|STATE'S ATTORNEY (director: George Archainbaud; screenwriters: Roland Brown/Gene Fowler/based on a story by Louis Stevens; cinematographer: Leo Tover; editor: Charles L. Kimball; music: Max Steiner; cast: John Barrymore (Tom Cardigan), Helen Twelvetrees (June Perry), William Boyd (Vanny Powers), Jill Esmond (Lillian Ulrich), Mary Duncan (Nora Dean), Oscar Apfel (Ulrich), Ralph Ince (Defense Attorney), Albert Conti (Mario), Frederick Burton (Judge), Leon Waycoff (City Prosecutor), Paul Hurst (Police Captain Morgan), Raoul Roulien (Senor Alvarado); Runtime: 79; MPAA Rating: NR; producer: David O'Selznick; Warner Archive Collection; 1932)|
|"The dialogue is sharp, but the
script is weak."
by Dennis Schwartz
Archainbaud ("Men of Steel"/"Night
Life"/"Easy Pickings") directs a lively but cynical
Pre-code courtroom morality melodrama that has John
Barrymore steal the film by flamboyantly playing the
debonair and brilliant but arrogant hard drinking
attorney Tom Cardigan, whose early career success is
due to his mob connections. The dialogue is sharp, but
the script is weak. The directing is only middling.
Writers Roland Brown and Gene Fowler turn in a banal
screenplay that goes nowhere. It's based on
a story by Louis Stevens. A weaker,
sanitized version was remade in 1937 and was
titled Criminal Lawyer.
streetwalker June Perry (Helen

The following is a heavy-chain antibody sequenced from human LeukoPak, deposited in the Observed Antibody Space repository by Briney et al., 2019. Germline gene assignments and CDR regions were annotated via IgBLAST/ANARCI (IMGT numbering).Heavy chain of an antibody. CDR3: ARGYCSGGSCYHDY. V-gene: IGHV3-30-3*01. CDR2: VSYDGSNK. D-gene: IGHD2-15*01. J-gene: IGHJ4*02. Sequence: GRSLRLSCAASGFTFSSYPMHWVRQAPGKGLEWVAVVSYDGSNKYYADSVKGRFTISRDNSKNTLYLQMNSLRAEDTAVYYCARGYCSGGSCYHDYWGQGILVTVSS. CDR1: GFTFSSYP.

Twelvetrees) is accused by a corrupt
police informer of tapping on her window panes to drum
up her prostitution business with a passing male,
gangster club owner Vanny Powers (William Boyd), the
lawyer's close friend, Cardigan, ever since their
reform school days as youths, pays a large sum for the
mob mouthpiece to defend his employee in night court
and save his club from its name from being tarnished.
June is successfully defended by
Cardigan's lies, and then quits the oldest
profession to turn over a new leaf as she moves in
with the lawyer as his squeeze.
also begins Cardigan's reform efforts. He gets elected
District Attorney and turns over a new leaf of
actively prosecuting criminals--no longer beholden to
his former gangster pals, to their dismay. A drunken
Cardigan falls in love with loose-living socialite
Lillian Ulrich (Jill Esmond) and marries her on
a whim, and believes her influential dad (Oscar
Apfel) could pull the strings to get him a
governor's nomination. The disappointed love-sick June
takes a powder. Later she's a witness to Vanny killing
a rival thug and realizes that if she testifies she
could be killed and thereby avoids Cardigan. But
Cardigan fights for justice, despite his past flaws,
and while chasing after June to testify realizes that
she is the one he loves and annuls his marriage. It
concludes with a thrilling courtroom scene, that
seemed as phony and unbelievable as the story, as the
DA prosecutes his former mob boss. Despite such
nonsense, it's nevertheless entertaining as soap opera
as no one should take the story for reality. It was an
escape film for a Depression audience, that probably
appreciated it more than a modern-day audience could.
REVIEWED ON 7/21/2014 GRADE: B-
Dennis Schwartz: "Ozus' World Movie Reviews"
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